Make a bad one and you’ve lost a buyer immediately, however a positive first look can pave the way for a quick and easy sale and potentially add thousands to the price of your home.

You don’t necessarily need a garden worthy of the Chelsea Flower Show, according to Abel McGrath Property Consultant Genevieve Carrier, however landscaping is the first thing that potential buyers see, so it’s well worth investing in ‘greening up’ your outdoors if you’re thinking of heading to sale.

Ms Carrier says it may sound obvious but street appeal is still extremely important so getting your garden in order should be a top priority.

“Research has shown that lifestyle changes and work commitments have meant the allure of a large garden may not be what it once was,

“While buyers like having plenty of outdoor space, they don’t always relish a garden that requires a lot of maintenance,” Ms Carrier says.

“Prospective home owners might gaze admiringly at your borders, lawns and trimmed hedges, but they’ll also be mentally toting up the man-hours.

“It’s safe to assume that for most buyers, a house with a garden is more attractive than one without, as long as it comes with an equally attractive reticulation system.”
She says although a good looking garden is important, you don’t have to spend a lot of money on expensive landscaping – it can be as simple as pruning, weeding and putting some top-up mulch on your garden beds and mowing the lawn.

Ms Carrier says the importance placed on gardens and outdoor areas can also be swayed by location.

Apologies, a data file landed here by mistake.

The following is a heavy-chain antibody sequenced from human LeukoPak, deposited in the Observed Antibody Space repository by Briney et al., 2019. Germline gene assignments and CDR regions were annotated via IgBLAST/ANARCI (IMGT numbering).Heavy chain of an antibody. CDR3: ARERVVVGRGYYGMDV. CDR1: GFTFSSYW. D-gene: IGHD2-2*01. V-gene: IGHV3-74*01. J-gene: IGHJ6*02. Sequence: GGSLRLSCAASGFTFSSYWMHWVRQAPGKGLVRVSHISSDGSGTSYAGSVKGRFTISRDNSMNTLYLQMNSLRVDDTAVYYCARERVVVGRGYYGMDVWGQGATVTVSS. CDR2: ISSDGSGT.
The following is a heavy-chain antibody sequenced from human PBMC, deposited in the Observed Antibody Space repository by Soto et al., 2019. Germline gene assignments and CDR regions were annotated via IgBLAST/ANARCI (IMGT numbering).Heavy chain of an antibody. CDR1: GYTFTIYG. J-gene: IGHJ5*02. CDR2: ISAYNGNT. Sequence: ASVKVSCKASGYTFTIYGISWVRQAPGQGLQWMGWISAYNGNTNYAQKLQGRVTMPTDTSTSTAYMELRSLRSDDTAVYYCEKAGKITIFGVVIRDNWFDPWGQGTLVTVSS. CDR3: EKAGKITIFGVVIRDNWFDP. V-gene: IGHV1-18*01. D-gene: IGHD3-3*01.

“If you’re close to parklands or minutes to then each, then the outdoor areas and gardens become less of a necessity,” she adds.

“However, if you are a significant distance from attractive parklands or nature reserves then the outdoor areas and gardens will become of prime importance.”

Here are some expert tips on preparing gardens and outdoor areas for sale:

  • You don’t have to spend a fortune – it’s advisable to improve on an established garden rather than putting in a brand new one.
  • If you need to add to the garden, choose plants that complement the style of your home.
  • Plant some potted bloomers for instant cheer and choose some plants with a bit of fragrance particularly at the entrance.
  • Fix any broken or rusted garden lights or fixtures in the garden
  • Mend fences, make sure gates are fixed and in working order so the home doesn’t appear neglected – prying open a garden gate in front of buyers does not look good and these are important things that buyers look at.
  • Ensure that any uneven brick paving is fixed and driveways and paved areas are cleaned with a high pressure hose
  • Invest in some good outdoor lighting so the yard looks as good at night as it does during the day and consider spot or strip lighting or illuminated water features.


Tags: advice, Claremont, Garden, realestate, Selling, Vendor

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Why it’s important to listen to what the market tells you

by abelmcgrathblog In Property Management, Rental

20 June 2017

It’s no secret that the West Coast property market is experiencing one of its most challenging periods in recent years.

While markets in Sydney and Melbourne have continued to experience record growth and seemingly continued unmet spiralling demand, the market here has softened considerably in the wake of the resources slow down.

This has impacted not just sellers, but landlords also, who have been forced to readjust their expectations around expected return on their investment.

While at the height of the boom, landlords might have had the luxury of choosing between a plethora of competitive offers, these days, tenants have a lot more bargaining power.